4. Richard Thompson- Founding the seminal British folk rock band The Fairport Convention at a mere 17 in 1967, Richard has year after year shown and invented new ways to make the guitar sing. Acoustic, electric, big band, power trios, folk trios, electric large band, duos. even a concept “folktorio” with dozens of musicians and including a small orchestra (“Cabaret of Souls”) and let us not forget “1000 Years of Popular Music.” Constantly touring all over the world, Richard bends, picks and strums with best of all-time. Always sounds like there are two guitarists playing one instrument. Ask any “real” guitarist and they’ll rave even more. Solos are always different and stunning.

    1. If you’re bringing British folk amp; folk rock into this, how about John Renbourn, Davy Graham, John Martyn, Roy Harper and the recently-departed Bert Jansch?

  5. Richard Thompson- Founding the seminal British folk rock band The Fairport Convention at a mere 17 in 1967, Richard has year after year shown and invented new ways to make the guitar sing. Acoustic, electric, big band, power trios, folk trios, electric large band, duos. even a concept “folktorio” with dozens of musicians and including a small orchestra (“Cabaret of Souls”) and let us not forget “1000 Years of Popular Music.” Constantly touring all over the world, Richard bends, picks and strums with best of all-time. Always sounds like there are two guitarists playing one instrument. Ask any “real” guitarist and they’ll rave even more. Solos are always different and stunning.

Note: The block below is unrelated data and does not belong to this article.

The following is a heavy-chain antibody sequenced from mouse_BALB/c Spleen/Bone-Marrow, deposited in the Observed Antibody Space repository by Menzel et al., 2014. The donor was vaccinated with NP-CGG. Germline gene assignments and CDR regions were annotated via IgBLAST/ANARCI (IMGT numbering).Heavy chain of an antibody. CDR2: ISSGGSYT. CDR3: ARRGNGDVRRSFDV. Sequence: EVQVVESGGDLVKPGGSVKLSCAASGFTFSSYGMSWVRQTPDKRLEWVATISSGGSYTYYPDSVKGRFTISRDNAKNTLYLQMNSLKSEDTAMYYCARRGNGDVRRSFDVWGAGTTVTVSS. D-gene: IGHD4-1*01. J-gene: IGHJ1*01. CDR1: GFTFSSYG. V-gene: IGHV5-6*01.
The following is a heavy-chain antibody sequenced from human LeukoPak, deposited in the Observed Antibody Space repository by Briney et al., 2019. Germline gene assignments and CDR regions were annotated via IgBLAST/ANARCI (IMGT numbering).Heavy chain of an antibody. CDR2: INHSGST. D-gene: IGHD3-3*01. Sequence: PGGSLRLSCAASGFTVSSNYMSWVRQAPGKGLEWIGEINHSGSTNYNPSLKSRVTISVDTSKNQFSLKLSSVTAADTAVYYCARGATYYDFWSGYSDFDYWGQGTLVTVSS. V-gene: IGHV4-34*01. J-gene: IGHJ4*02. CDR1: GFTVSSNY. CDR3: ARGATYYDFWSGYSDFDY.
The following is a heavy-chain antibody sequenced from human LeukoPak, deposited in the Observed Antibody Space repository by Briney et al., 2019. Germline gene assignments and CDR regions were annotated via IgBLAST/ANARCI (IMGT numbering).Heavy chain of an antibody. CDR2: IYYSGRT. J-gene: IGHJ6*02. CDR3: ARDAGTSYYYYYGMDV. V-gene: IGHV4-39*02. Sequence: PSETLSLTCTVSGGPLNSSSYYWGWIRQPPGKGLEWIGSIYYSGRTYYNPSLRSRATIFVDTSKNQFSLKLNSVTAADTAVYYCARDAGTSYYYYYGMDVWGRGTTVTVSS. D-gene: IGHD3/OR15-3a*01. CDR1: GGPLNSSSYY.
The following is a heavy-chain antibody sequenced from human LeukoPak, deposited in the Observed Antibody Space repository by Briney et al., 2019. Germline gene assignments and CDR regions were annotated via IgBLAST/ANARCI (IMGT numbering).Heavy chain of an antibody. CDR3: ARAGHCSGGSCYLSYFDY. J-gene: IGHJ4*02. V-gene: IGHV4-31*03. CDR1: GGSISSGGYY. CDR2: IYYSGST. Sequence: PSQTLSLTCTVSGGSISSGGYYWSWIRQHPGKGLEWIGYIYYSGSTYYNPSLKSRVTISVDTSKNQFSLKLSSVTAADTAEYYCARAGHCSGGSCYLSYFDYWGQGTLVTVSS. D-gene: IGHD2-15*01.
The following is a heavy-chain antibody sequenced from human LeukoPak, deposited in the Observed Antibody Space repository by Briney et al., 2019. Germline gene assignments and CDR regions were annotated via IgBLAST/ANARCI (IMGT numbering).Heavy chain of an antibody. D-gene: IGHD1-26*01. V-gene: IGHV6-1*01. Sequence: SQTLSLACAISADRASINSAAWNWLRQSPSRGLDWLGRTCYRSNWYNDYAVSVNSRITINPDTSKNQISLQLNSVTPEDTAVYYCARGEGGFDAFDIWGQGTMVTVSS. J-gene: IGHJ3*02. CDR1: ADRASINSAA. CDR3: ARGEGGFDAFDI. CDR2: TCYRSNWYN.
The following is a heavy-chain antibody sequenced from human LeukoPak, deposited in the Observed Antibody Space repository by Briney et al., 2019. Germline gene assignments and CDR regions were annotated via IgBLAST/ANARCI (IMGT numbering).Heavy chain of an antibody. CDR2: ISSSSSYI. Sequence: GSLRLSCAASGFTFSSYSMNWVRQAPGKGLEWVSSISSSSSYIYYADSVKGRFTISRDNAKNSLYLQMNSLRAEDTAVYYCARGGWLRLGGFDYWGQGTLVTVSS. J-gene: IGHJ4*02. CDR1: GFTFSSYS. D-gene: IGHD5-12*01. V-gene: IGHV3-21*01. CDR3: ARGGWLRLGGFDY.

6. How about the little man of the E Street Band, Nils Lofgren. Just the fact that both Neil young and Bruce Springsteen wanted him in their band tells the whole story. A unique sound that really shows up in his great solo albums. No gymnastics anymore, but the guitar still bends like Gumby.

  7. I agree with everyone on your list, although you’re right, I don’t know the music of Be-Bop Deluxe. Time to check it out. In the meantime here are a few more for the list…

    Richie Blackmore
    Joe Satriani
    Adrian Belew
    Robin Trower
    Frank Marino

    I saw Frank about 2 years ago in a tiny theatre and he played for 3 hours straight and just blew me away from start to finish. But never, ever is there a mention of him.

  8. Matt- I concur that a number of great guitar players go unheralded, for reasons unknown to me. When I think about the “great ones”, I think along two lines: 1) Great ones in recorded work, and 2) Great ones I have seen live (and I’ve seen a bunch…).

    With that said, here is my list of “Great, But Sometimes Overlooked” guitar players (in no particular order…):

    1. Leslie West (Mountain, West, Bruce and Laing): Live, I have seen this guy get sounds out his instrument that seemed virtually impossible.